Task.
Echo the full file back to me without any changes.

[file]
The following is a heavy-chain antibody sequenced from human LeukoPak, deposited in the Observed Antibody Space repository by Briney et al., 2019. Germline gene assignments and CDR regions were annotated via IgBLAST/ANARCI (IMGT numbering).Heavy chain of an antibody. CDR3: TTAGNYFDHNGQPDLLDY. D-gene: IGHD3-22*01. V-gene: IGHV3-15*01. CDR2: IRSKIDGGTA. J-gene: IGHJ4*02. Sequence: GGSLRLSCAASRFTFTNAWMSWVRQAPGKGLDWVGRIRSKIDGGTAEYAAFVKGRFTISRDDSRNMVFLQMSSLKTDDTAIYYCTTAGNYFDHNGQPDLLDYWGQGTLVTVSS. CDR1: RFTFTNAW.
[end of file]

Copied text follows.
The following is a heavy-chain antibody sequenced from human LeukoPak, deposited in the Observed Antibody Space repository by Briney et al., 2019. Germline gene assignments and CDR regions were annotated via IgBLAST/ANARCI (IMGT numbering).Heavy chain of an antibody. CDR3: TTAGNYFDHNGQPDLLDY. D-gene: IGHD3-22*01. V-gene: IGHV3-15*01. CDR2: IRSKIDGGTA. J-gene: IGHJ4*02. Sequence: GGSLRLSCAASRFTFTNAWMSWVRQAPGKGLDWVGRIRSKIDGGTAEYAAFVKGRFTISRDDSRNMVFLQMSSLKTDDTAIYYCTTAGNYFDHNGQPDLLDYWGQGTLVTVSS. CDR1: RFTFTNAW.